By this time, the flu had infected almost one-third of the total world population and killed 50 million people worldwide. Some say the number stands at 100 million. 

The Coronavirus story so far

Coronavirus started from Wuhan in China in 2019. However, it became a conversation point only around January-end. The first major lockdown started in China around the time of Chinese New Year and most people thought that this may well be contained in the sub-continent. 

However, that was not to be the case so. Coronavirus spread and spread fast. Soon Italy became the second hotspot for the virus and from there it travelled all over the world. 

On March 11, 2020 World Health Organisation (WHO) declared coronavirus as a global pandemic. Following this, most countries decided to impose lockdowns, ground airlines and do everything to get into quarantine and save themselves from this virus. 

Even with the best efforts being made and all the technological advancements that we have achieved since 1918, coronavirus as of May 20 has managed to infect almost five million people (data from worldometer) across the people.  It has also claimed 323,493 deaths.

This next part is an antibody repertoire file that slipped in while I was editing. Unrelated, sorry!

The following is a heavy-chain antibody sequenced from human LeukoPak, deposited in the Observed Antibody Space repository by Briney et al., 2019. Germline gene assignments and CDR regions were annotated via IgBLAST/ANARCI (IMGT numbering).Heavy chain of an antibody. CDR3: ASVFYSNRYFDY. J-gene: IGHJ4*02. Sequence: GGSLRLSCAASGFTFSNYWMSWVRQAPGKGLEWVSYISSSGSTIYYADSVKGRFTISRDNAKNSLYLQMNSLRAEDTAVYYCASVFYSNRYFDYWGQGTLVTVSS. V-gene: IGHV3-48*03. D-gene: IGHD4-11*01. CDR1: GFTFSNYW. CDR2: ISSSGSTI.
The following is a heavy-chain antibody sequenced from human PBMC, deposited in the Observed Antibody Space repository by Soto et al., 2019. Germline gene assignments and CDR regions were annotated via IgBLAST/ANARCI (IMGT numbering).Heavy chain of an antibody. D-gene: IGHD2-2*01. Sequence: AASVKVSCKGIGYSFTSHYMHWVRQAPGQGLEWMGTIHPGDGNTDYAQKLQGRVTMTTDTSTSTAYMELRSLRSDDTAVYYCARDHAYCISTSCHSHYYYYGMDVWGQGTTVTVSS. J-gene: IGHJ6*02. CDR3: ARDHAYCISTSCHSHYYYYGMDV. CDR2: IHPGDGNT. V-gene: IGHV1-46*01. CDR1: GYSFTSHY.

US is currently the worst impacted country from the COVID-19 outbreak. Almost 1.6 million people have caught the virus in US so far and as many as 93,000 people have lost their lives. The death toll also remains high in UK and Italy. India currently is at the 16th rank in terms of death toll alone. (All data sources from Worldometer)

In terms of people infected, US is followed by Russia, Spain, Brazil, and UK. Italy which was at the top spot for a while has now slipped to the sixth in terms of the number of people impacted and India is curretnly at the eleventh position. 

 What We Can Learn From The Spanish Flu History Today? 

  • Why quarantine measures are necessary?

One of the most pro-active states in USA that acted against the Spanish flu was Philadelphia. Their response was instant when it got to the civilians.

The first case in Philadelphia was detected on September 17, 1918. The state took all measures to stop the virus from spreading by telling people not to sneeze, cough or spit in public.

However, as the numbers were less, the state went on to host the ‘Liberty Loans’ parade 11 days later on September 28, 1918 that allowed the public to gather in lakhs.